According to Nielsen, U.S. consumers may be cutting the pay-TV cord, but they are still using their televisions. “The measurement firm found that 92 percent of all viewing among U.S. adults (those 18 and older) still takes place on the TV screen,” reports TechCrunch. The Q4 2016 data “compares TV screen-based viewing to viewing on PCs, tablets, smartphones, and other TV-connected devices like game consoles and streaming players such as the Apple TV, Chromecast, Roku and others.” Time viewing content on TV represented 82.1 percent, while time using TV-connected devices accounted for 10.2 percent.
Consumers used their personal computers 5.1 percent of the time to watch video, smartphones 1.8 percent of the time, and tablets for a mere 0.7 percent. “These findings contradict the current belief that the increasing usage of mobile phones for video viewing has come at the expense of the TV,” suggests TechCrunch.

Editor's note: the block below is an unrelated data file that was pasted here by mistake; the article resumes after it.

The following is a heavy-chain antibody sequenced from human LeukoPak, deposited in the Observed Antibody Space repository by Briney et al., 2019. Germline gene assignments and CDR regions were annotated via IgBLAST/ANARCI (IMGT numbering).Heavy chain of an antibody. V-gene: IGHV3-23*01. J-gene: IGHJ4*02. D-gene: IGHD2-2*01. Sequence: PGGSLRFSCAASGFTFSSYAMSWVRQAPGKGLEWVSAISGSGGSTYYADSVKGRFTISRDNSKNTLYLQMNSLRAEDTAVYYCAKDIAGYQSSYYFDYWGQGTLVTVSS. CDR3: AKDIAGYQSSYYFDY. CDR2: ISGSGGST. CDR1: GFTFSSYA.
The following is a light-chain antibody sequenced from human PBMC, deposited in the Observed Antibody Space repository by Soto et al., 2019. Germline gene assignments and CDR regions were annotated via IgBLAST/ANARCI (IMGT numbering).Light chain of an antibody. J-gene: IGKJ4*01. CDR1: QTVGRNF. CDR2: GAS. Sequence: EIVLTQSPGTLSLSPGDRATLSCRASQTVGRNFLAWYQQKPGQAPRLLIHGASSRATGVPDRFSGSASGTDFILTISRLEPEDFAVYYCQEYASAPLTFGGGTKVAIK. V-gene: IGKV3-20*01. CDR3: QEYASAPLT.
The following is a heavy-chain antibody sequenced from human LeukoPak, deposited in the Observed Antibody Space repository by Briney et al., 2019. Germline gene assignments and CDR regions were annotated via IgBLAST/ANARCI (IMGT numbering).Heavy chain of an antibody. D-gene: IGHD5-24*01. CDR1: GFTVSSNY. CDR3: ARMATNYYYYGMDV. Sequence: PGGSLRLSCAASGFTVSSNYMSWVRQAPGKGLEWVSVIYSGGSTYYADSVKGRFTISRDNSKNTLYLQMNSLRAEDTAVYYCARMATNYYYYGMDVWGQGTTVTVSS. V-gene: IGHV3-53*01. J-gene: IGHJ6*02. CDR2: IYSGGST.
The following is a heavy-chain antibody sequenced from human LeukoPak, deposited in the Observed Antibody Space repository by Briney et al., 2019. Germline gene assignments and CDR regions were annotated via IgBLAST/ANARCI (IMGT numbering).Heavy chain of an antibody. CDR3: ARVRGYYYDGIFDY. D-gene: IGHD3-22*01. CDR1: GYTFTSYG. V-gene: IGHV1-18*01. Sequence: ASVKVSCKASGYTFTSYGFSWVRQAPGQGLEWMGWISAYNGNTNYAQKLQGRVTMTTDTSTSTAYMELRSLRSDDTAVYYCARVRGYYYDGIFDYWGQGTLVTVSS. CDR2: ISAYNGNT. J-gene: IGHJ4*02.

“What we found was that contrary to the popular narrative that smaller screens were taking away time from the TV glass, when we looked deeper we found that overall time spent viewing on the TV had the most minutes among every age or ethnic demographic looked at,” said Peter Katsingris, SVP audience insights for Nielsen. “In some cases the share of viewing was as much as 97 percent.”
The Nielsen study did not examine the specific content being watched, so it is likely that many of the consumers were not watching linear TV, but rather Netflix and other streaming services, regardless of the device.
However, it is worth noting that smartphone use is increasing. “For example, 91 percent of those 18 to 34 use smartphones each week, but only 79 [percent] watch TV,” notes TechCrunch. “In addition, smartphones account for 30 percent of the total average audience among those 18 to 34, versus 29 percent for TV. Compare that with the older age group (50+), where smartphones only account for 17 percent, and TV 54 percent.”
While the TV screen may still be the most popular viewing device with older demographics, mobile phones are becoming more popular with younger audiences.